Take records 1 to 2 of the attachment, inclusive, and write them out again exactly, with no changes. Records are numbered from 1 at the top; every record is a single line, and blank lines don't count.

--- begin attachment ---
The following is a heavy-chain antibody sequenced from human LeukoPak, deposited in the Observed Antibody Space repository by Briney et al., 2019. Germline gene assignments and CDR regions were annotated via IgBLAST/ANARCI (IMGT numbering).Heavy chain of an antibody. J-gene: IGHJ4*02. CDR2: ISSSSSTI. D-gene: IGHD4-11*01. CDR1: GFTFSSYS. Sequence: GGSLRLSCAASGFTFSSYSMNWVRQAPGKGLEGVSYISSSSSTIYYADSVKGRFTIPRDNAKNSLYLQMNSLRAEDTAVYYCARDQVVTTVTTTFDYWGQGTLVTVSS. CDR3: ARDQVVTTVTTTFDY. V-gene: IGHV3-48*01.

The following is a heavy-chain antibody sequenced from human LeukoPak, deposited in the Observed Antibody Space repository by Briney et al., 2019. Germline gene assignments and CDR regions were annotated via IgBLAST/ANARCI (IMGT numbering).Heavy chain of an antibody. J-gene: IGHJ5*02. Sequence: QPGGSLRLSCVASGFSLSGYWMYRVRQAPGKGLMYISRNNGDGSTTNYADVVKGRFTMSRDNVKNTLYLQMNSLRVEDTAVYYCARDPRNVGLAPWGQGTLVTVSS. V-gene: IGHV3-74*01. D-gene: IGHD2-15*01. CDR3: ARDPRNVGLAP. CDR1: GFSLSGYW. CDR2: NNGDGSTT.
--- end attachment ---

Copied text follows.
The following is a heavy-chain antibody sequenced from human LeukoPak, deposited in the Observed Antibody Space repository by Briney et al., 2019. Germline gene assignments and CDR regions were annotated via IgBLAST/ANARCI (IMGT numbering).Heavy chain of an antibody. J-gene: IGHJ4*02. CDR2: ISSSSSTI. D-gene: IGHD4-11*01. CDR1: GFTFSSYS. Sequence: GGSLRLSCAASGFTFSSYSMNWVRQAPGKGLEGVSYISSSSSTIYYADSVKGRFTIPRDNAKNSLYLQMNSLRAEDTAVYYCARDQVVTTVTTTFDYWGQGTLVTVSS. CDR3: ARDQVVTTVTTTFDY. V-gene: IGHV3-48*01.

The following is a heavy-chain antibody sequenced from human LeukoPak, deposited in the Observed Antibody Space repository by Briney et al., 2019. Germline gene assignments and CDR regions were annotated via IgBLAST/ANARCI (IMGT numbering).Heavy chain of an antibody. J-gene: IGHJ5*02. Sequence: QPGGSLRLSCVASGFSLSGYWMYRVRQAPGKGLMYISRNNGDGSTTNYADVVKGRFTMSRDNVKNTLYLQMNSLRVEDTAVYYCARDPRNVGLAPWGQGTLVTVSS. V-gene: IGHV3-74*01. D-gene: IGHD2-15*01. CDR3: ARDPRNVGLAP. CDR1: GFSLSGYW. CDR2: NNGDGSTT.